Or perhaps people should buy a product they can afford instead of going into debt for no good reason. Oh you lost your iPhone and can only afford one fo the cheap models then get the cheap model and stay out of debt. 
    airnerdwatto_cobra
  • Reply 12 of 35
    foggyhillfoggyhill Posts: 4,665member
    jasenj1 said:
    Another way for people to spend more than they earn and get chained to debt.  :'(
    Yeah, no responsibility in those people at all, no sir, it's all Apple's fault...  You won't make me cry at all.

    You do know also, that people buying phones from telecoms are already incuring an obligation towards them, a contractual debt and they can't walk away too if there is bad service; they are stuck there for 2 years and have to bear it.

    Apple by doing this just wants to seperate buying the phone from where people are using the phone in fact giving people more choice of providers that way you are not stuck.

    It makes the whole industry more competitive.

    Apple can also offer financing that would roll up their own services like Apple Music and the future video service, which they would not be able to do if they had to deal with the telecoms in each country.
    watto_cobra
  • Reply 13 of 35
    SoliSoli Posts: 7,362member
    JFC_PA said:
    airnerd said:
    It would seem more "Apple-like" to instead just price the financing cost upfront to keep it somewhat hidden.  Me personally, and this may just be me, would prefer to pay $49 up front as opposed to being told "your item is $899 and your financing will be at 6% APR".  Bake the payment-plan option price into the purchase price and that seems more palatable.  

    I still would wait to buy it outright, but I hate to see Apple look like a payday loan system or start getting into auto dealership type "now with 0% APR for 60 months with approved credit" type garbage.  
    Or it could simply be an expansion of their current iPhone Upgrade Program: 0% lease to own or swap. 
    Does anyone know what makes that program worthwhile for the bank partner (Citizens Financial Group)?  Is Apple paying the interest?  If not, I don't get it.
    I agree with @JFC_PA. They probably get a direct cut since there is no interest and Apple is directly benefiting from the increased unit sales and additional purchase of AC+ tacked on to the program. I even wonder if Apple is mostly on the hook—not Citizens One—if the customer stops making their monthly payments.
    edited February 7
  • Reply 14 of 35
    radarthekatradarthekat Posts: 2,375moderator
    Hard to understand why Apple would want to do business with a banker/analyst firm that can’t seem to do proper analysis on such a larger and well followed business like Apple.  Goldman just today issued a rating on Apple that spoke on ‘no super cycle’ as though units shipped were the only factor.  No thought of selling phones at significantly higher ASPs, no consideration of Apple’s growing services revenue which tends to get a higher revenue multiple than hardware by investors, and not much consideration given to Apple’s ability to generate outsized cash flows and use that to reduce outstanding shares.  Just, neutral rating on ‘no super cycle.’  Such deep thinkers.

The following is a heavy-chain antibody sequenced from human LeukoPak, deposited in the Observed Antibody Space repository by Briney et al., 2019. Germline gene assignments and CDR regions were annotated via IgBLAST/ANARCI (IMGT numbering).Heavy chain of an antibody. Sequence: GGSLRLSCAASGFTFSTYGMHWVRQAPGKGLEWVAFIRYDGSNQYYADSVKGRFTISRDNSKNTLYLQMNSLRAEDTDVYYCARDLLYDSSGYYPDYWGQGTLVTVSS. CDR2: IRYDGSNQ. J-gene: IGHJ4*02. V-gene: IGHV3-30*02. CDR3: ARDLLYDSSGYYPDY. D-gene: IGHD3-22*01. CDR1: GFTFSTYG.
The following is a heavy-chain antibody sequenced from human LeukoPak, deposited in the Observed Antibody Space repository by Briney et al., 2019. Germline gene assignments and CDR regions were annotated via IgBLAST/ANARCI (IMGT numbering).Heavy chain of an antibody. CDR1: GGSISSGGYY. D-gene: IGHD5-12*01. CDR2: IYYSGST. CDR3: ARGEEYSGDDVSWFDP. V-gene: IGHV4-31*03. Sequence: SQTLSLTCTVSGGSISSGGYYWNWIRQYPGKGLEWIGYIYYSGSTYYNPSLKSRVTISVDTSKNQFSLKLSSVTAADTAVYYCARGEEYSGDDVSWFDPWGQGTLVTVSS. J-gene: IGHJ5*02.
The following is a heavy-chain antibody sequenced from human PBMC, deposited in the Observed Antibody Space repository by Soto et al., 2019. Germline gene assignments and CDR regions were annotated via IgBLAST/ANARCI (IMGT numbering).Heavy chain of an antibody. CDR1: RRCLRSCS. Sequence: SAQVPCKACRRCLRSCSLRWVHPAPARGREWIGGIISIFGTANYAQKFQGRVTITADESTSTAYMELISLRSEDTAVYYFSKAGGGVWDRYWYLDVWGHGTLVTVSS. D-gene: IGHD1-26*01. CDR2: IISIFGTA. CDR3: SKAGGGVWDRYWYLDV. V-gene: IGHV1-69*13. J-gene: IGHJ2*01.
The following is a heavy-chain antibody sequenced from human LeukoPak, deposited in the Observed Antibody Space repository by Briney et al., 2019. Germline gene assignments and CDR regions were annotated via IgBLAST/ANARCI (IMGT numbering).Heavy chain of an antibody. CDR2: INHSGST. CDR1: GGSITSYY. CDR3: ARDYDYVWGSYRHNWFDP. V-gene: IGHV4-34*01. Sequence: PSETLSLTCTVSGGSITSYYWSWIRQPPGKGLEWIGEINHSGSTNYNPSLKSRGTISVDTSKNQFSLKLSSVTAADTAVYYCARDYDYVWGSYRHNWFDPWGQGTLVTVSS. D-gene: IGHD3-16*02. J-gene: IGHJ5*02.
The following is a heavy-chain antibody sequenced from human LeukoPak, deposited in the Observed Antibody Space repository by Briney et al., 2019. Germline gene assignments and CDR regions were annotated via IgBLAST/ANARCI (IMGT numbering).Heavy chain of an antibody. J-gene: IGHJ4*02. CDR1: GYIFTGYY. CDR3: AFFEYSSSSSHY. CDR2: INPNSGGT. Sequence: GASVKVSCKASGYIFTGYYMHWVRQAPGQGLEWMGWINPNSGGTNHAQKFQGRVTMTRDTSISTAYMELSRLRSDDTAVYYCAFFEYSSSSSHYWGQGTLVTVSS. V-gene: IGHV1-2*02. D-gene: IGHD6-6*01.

Unless Goldman is trying to use its analyst clout to play tough guy in negotiations with Apple on revenue sharing.  In that case, I’d walk away from them just on that basis. 
  • Reply 15 of 35
    macguimacgui Posts: 755member
    Soli said:
    Does this (or any payment plan) really make it easier to afford, or just make it easier to buy?
    This ^.  Apple's motivation is obvious, but just making it easier buy Apple kit may not be doing some customers any favors. But it's not Apple's problem... <sigh>

    But for those who do have a disposable income buffer, interest free financing is very nice.
  • Reply 16 of 35
    macguimacgui Posts: 755member
    Soli said:
    I even wonder if Apple is mostly on the hook—not Citizens One—if the customer stops making their monthly payments.
    While Apple could easily write off the losses, I find it hard to believe they open themselves up to that potential liability.
  • Reply 17 of 35
    MacPro said:
    I would have thought Apple could have simply set up their own bank division these days and not involve anyone else.
    Banking/credit is a highly regulated and very competitive industry.
  • Reply 18 of 35
    SoliSoli Posts: 7,362member
    macgui said:
    But for those who do have a disposable income buffer, interest free financing is very nice.
    I take full advantage of it. Same for buying an automobile with a 0% APR. No reason for me to pull my investments out to pay for big ticket items I don't want.


    macgui said:
    Soli said:
    I even wonder if Apple is mostly on the hook—not Citizens One—if the customer stops making their monthly payments.
    While Apple could easily write off the losses, I find it hard to believe they open themselves up to that potential liability.
    Sure, there's always the write-off aspect, and even if Apple is on the line, it seems clear that the benefit of getting a lot more people into iPhones and more expensive iPhones is a win for the company.

    Personally, I hadn't bought the highest capacity iPhone for years, but because of iUP I decided to do so because the additional monthly cost was nominal. I also know several people that wouldn't have bought an iPhone X because of the barrier to entry, but because they were on iUP and because when broken down over 24 payments is only a small monthly bump in price. I'd like to see this happen with the Mac now that they offer AC+ for Macs.
  • Reply 19 of 35
    adm1adm1 Posts: 808member
    fallenjt said:
    14.9-26% finance? Lol. If your credit is a shit, use cash or don’t buy it. 
    I was thinking the same thing, that’s the kinda rates payday loan sharks charge! Apple usually has 0% financing options in the UK, or they did when I bought my old iMac - pay it up at 0% while sticking the unused cash in a 5% interest account... free money. 
  • Reply 20 of 35
    SoliSoli Posts: 7,362member
    adm1 said:
    fallenjt said:
    14.9-26% finance? Lol. If your credit is a shit, use cash or don’t buy it. 
    I was thinking the same thing, that’s the kinda rates payday loan sharks charge! Apple usually has 0% financing options in the UK, or they did when I bought my old iMac - pay it up at 0% while sticking the unused cash in a 5% interest account... free money. 
    Is it? I thought payday loans were monthly rates, so the APR was several times that of the original loan per annum. This seems more inline with credit cards for those with poor credit, no credit history, and department store cards.